Efrem Smith: "The churches that are doing the best in our conference in engaging their surrounding community are the ones who value a cause more than their Sunday morning worship."
Efrem Smith is reinventing what it means to be a denominational leader by serving as a catalyst for Kingdom advancement and social transformation for the Evangelical Covenant Church. Here’s his take on community engagement.
In order for the church to embody the whole gospel, it has to connect deeply to the assets and the struggles or liabilities of its surrounding community. A church can’t just be a place that preaches about the social ills or challenges of its surrounding community. It actually has to stand in the gap and be present, because that’s what Jesus did. He actually lived in the midst of the challenges, the suffering and the opportunities in the community in which He ministered. We really need the church to be about that today.
When I planted a church in 2003, we were starting tutoring programs in schools and interviewing principals and community center directors way before we started having a Sunday morning worship service. So by the time we started worshiping on Sunday morning, we had already established our network and our places of serving and working to transform the community. A lot of church plants start in schools, but some of them just become renters. We shouldn’t just rent space from a school; we should serve the school. The high school where we worshiped when we started had public school teachers that didn’t want us there and fought to get us kicked out. But by God’s grace and mercy, we stayed, and we actually saw teachers who were atheists come to know Jesus. People who wanted us kicked out ended up volunteering as ushers, greeters, parking lot attendants.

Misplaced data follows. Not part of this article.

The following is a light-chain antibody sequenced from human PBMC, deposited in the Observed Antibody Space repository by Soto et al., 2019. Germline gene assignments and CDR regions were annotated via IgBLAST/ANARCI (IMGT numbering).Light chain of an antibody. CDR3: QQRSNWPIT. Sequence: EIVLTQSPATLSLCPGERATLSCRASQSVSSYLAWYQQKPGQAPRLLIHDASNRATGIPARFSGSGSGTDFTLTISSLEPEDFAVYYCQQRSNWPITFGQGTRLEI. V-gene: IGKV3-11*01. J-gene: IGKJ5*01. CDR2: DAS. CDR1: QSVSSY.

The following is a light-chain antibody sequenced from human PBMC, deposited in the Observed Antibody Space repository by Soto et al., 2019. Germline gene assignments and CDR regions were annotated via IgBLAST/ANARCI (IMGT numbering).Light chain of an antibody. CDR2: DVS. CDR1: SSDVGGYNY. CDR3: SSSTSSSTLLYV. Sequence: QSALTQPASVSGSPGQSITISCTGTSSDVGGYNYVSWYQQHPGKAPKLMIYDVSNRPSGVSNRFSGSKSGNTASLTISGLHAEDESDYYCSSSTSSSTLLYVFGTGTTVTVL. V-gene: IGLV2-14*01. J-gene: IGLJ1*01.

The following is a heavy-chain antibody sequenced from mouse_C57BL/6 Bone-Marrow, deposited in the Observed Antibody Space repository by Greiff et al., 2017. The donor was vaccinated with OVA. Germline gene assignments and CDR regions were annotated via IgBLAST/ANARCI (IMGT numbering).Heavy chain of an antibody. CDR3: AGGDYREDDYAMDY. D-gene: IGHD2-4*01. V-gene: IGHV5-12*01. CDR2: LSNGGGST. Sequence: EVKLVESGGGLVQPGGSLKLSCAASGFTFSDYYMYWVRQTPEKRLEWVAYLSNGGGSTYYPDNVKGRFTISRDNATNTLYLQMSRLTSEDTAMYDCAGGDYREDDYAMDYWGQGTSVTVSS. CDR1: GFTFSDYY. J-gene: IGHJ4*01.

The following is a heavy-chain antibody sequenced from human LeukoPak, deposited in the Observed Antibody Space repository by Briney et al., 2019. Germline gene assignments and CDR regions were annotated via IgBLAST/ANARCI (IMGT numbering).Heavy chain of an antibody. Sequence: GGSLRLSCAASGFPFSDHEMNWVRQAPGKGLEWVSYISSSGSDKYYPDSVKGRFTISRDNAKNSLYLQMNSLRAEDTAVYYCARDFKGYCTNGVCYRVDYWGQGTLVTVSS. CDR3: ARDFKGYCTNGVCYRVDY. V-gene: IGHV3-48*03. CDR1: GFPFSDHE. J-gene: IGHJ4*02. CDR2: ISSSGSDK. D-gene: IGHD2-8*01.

What won us over with an atheist teacher was him seeing that we didn’t just show up on Sunday and sing about a God he didn’t believe in. We actually served the school and the community. By serving, you actually find something that non-Christians believe in. Whether they’re atheist, agnostic or Muslim, it’s hard to find people who are against serving others. I can find a lot of people who are against evangelicalism. I live in the San Francisco area, so I can find you hundreds of thousands of people who are against evangelicalism. But it’s hard to find a person who’s against helping an at-risk kid or helping rescue a girl out of sex trafficking.
The churches that are doing the best in our conference in engaging their surrounding community are the ones who value a cause more than their Sunday morning worship. Most of the churches I oversee in our conference that are healthy and missional have a strong focus on community outreach.
It’s not that the Sunday morning worship experience is not important, but we are at a place where the emerging generations care more about cause than Sunday morning services. So the Sunday morning service, to stay important and pivotal in the minds and in the eyes of the younger generation as well as the unchurched, has to be deeply tied, week after week, to causes that bring about redemptive change.
I’m not saying we should abandon the Sunday morning experience—or make it less important—but the weekend worship experiences in healthy and missional churches are much more effective when tied to causes of Kingdom advancement and social transformation.